• Where are we? (1) In Dublin (2) In the master bedroom of the Mullingar House Hotel in Chapelizod, where the elderly landlord is just falling asleep at 11:32 pm
  • When are we? Back at the beginning of a new Viconian cycle, when salient events in history have not yet occurred
    • Since the book has no beginning and no end, the last word along with the first one construct the point of recirculation: the Ouroboros bites its own tail while the story unfolds in-between, like series of transmutations within an aludel. Hen to pan, one is the all; Here Comes Everybody.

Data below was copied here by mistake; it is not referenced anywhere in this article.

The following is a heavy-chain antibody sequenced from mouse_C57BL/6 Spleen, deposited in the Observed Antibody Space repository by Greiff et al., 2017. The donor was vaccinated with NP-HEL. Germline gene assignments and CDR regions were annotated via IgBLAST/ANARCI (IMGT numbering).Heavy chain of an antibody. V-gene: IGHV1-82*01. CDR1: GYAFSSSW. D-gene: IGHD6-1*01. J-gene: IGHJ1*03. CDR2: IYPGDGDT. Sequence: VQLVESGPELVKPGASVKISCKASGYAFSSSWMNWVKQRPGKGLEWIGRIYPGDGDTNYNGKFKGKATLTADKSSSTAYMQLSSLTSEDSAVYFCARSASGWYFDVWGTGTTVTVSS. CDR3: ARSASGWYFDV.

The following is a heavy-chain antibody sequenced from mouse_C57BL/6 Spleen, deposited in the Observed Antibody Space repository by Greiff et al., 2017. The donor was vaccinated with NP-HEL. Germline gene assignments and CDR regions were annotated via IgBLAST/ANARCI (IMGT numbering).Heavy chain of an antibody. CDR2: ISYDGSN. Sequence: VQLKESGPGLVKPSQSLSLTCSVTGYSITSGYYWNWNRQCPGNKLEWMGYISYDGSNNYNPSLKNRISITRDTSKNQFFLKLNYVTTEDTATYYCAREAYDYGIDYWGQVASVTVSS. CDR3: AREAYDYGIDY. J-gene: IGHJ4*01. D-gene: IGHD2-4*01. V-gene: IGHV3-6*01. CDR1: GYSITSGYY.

• Allusions to Genesis and Revelation in the first word make it the focal point of the recurrection, although, strictly speaking, there can be no still point in the continuity, where the nature rejoices in nature; nature charms nature; nature triumphs over nature; and nature masters nature.
  • What is FW about? (1) The fall of man, and his subsequent rise again (2) the whole of human history and indeed the entire history of the World, of which the life of a single family or a single individual is a microcosm
  • How does this story unfold? By conflict between opposites, which are actually striving for reconciliation and union through their Brunonian conflict

The following four paragraphs seem to comprise a single Viconian cycle of four ages, so that the true beginning of the story occurs in the paragraph beginning Hurrah .... FW 6